“I told them I’ve thought about [my sexuality] and I’m 100 percent OK with my sexuality. … I wanted the opportunity to show them I love god and I’m gay and it’s OK,” Donohoe said.
D’Ambrosio explained that Donohoe was asked to step down because he no longer believed his sexuality was a sin and stopped actively working to overcome it, disregarding the Bible.
“The decision to ask Chris to step down was not that he did something wrong in having homosexual tendencies. [It was because] he no longer thought it was wrong. … I support the decision fully,” D’Ambrosio said.
Because Chi Alpha is an independent student organization registered with Cornell’s Student Activities Office, the situation has provoked a reaction from Cornell administrators.
“We are very concerned with what happened and we want to make sure this is a campus that does not discriminate in this way,” Dean of Students Kent Hubbell ’67 said.
Independent student organizations at Cornell are prohibited from discriminating membership on the basis of race, religion, gender and sexual orientation, according to the Student Activities Offices Independent Organization Contract. The anti-discrimination policy, however, does not extend to the leadership of independent student organizations.
While registered as an “independent” student organization, Chi Alpha still receives a share of the student activity fee, distributed by the Student Assembly Finance Commission.
This Spring, the SAFC allocated Chi Alpha upwards of $700, according to a source who asked to remain anonymous because he is not authorized to speak publicly on the matter.
Yuliya Neverova ’10, co-chair of the SAFC, explained that the SAFC does not investigate the specific goals or actions of groups as it allocates funds to different campus organizations.
Instead, the SAFC relies on the Student Activities Office to determine which groups are in “good standing.”
According to the SAO website, organizations are obligated to “operate in a manner consistent with the goals and standards of the [University],” which include a prohibition on denying a person admission to an activity on the basis of sexual orientation.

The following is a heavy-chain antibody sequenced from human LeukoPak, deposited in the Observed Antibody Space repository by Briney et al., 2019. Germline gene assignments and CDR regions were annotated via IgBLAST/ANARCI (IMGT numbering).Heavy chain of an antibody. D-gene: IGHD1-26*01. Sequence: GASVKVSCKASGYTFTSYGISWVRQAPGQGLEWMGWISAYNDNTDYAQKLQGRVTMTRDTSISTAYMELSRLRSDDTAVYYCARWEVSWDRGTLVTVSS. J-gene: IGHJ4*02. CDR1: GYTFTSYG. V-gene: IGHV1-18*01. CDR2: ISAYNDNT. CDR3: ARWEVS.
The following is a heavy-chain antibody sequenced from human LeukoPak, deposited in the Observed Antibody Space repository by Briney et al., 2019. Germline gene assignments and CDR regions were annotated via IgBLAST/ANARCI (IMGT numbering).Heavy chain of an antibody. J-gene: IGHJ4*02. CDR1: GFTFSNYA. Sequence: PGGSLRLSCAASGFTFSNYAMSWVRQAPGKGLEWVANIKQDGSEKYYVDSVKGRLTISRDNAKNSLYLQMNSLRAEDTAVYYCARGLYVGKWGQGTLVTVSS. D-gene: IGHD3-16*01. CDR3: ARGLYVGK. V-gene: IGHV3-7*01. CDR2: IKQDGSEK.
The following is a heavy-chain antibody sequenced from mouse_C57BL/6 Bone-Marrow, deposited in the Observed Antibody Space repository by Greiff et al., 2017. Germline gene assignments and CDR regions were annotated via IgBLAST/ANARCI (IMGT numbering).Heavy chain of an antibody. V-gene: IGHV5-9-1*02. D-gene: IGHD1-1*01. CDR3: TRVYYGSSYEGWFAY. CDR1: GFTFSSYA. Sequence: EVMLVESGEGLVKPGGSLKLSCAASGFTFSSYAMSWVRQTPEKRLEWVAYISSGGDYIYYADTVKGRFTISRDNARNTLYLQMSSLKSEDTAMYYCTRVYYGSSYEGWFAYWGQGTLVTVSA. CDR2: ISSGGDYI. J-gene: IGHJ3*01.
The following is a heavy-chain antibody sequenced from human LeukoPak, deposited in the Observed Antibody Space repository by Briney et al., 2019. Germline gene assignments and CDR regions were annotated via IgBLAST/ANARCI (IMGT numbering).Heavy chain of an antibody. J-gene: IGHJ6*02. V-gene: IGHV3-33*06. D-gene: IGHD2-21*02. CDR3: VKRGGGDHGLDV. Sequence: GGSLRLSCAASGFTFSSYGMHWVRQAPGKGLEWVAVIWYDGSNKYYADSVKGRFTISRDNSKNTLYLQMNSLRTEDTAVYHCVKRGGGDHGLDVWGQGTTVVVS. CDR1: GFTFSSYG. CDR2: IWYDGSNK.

She said that the SAO and the SAFC may investigate the situation, though she conceded that there was little recent SAFC precedent to follow for handling these circumstances.
“We haven’t had to deal with this issue before,” she said.
Donohoe has a long-standing relationship with the Chi Alpha leadership and the decision to ask him to step down was made over a substantial period of time.
“The leadership of Chi Alpha and Chris have had a relationship and very in-depth now have been grappling with this particular situation, so this was not just an arbitrary sort of circumstance,” Kenneth I. Clarke, Sr., D. Min, Cornell United Religious Work director, said.
After he was asked to step down, Donohoe remained in the organization but sought to create a dialogue with Chi Alpha, to both hold the organization accountable for asking him to step down due to his sexuality and to educate instead of punish.
“There was a consequence for my belief — that it’s OK [to] be a homosexual. … I believe you should be held responsible and accountable to your beliefs so that Chi Alpha is answering to everyone to the community,” Donohoe said.
Donohoe contacted Mary Beth Grant, the judicial administrator, to pursue an outlet. Grant informed Donohoe that no legal action could be taken through the J.A. since Donohoe was permitted to remain in the organization, Donohoe explained. Donohoe filed a bias report a month ago and contacted Dean Hubbell and Rev. Clarke.
Grant could not be reached for comment.
Donohoe met with Hubbell and Clarke to find the best avenue to pursue action, by addressing the issue as it relates to students rights — why outsiders are coming into a student organization and limiting students meeting with the Hermans and/or changing the campus code, Donohoe said.
“Student organizations are supposed to be by and for students. There are systems of having advisors, but they advise, they don’t supervise,” Hubbell said. “The students are the ones who make the final decisions.”
Since Chi Alpha is a part of CURW, the organization is held to a CURW covenant that permits religious organizations to make decisions based on doctrinal convictions, but also prohibits organizations from excluding members based on their sexual orientation.
“Certainly we do not support … discrimination of any sort. On the other hand, what makes this complex is the fact that according to the CURW covenant, organizations may be able to make decisions based on doctrinal convictions,” Clarke said.
Hubbell and Clarke have communicated the University’s position to the Hermans and the next step will be a meeting between all parties involved.
In the meantime, the controversy has spread across various campus listservs, and the Student Assembly will discuss on Thursday a resolution about the future of Chi Alpha.